US President Barack Obama has hardly shown himself to be a fan of privacy. His administration has spied on the American people, spied on friendly world leaders, and lied about the extent of its spying. A cynic might suggest Obama’s crude attempts to influence net neutrality regulation were designed to shore up flagging support from the tech-savvy Californian crowd who enthusiastically supported his election, but were dismayed to discover their privacy had been undermined during his time in office. So it is a big deal that the Whitehouse has sided with tech businesses and privacy enthusiasts, and against the spies and police, by dropping demands that private companies insert technological ‘back doors’ to assist surveillance. Furthermore, tech companies will not be forced to hand over encryption keys or source code.
By siding with corporations like Apple and Google, the White House has gone against the advice of law enforcement agencies like the FBI. This was the right decision; the FBI’s advice was lousy, selfish and short-sighted. Back doors may make it easier for the FBI to catch criminals, or for the NSA to identify terrorists. However, the same loopholes could also be exploited by foreign governments. They might also be co-opted by terrorists and organized criminals, though for some reason the FBI and the NSA are less willing to admit to this obvious danger.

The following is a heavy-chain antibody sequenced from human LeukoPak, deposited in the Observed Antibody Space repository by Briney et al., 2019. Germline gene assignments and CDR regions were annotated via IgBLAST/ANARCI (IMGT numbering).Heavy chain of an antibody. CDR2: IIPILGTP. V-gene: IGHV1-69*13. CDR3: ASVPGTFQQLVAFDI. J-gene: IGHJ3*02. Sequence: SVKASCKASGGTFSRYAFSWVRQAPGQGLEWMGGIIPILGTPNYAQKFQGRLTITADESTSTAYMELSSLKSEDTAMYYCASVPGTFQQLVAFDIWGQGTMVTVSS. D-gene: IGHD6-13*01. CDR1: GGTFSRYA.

Thankfully, the self-interested prejudice of the spooks was challenged by an elite group of security experts. In an influential paper published by MIT, fifteen top crytographers and computer scientists showed why government access to data and comms would cause fatal damage to security in general. Following their lead, the White House’s Office of Science and Technology Policy reached the same conclusions.
Whilst privacy advocates will be happy with this decision, they should be conscious that the motivation for this decision has more to do with big business than morality. Successful US businesses like Apple generate most of their revenue from foreign customers. The EU-US ‘Safe Harbor’ data protection deal has just been shredded by an EU court. Privacy-oriented tech manufacturers like Silent Circle choose to base themselves outside of the USA, in countries where the government will not undermine their offering. US companies are already at a disadvantage because customers in other countries have no reason to trust the US government with their corporate and personal data. Obama is right not to inflict even more damage on the American tech industry.
This decision by the Obama administration is a victory for economics, as well as privacy. US businesses cannot compete in global markets if they openly hand customer data to the US government. Obama may want to be seen as tough on crime and terror, but he knows his popularity is also linked to jobs and trade. The decision not to undermine encryption is ultimately a victory for the realities of the global marketplace.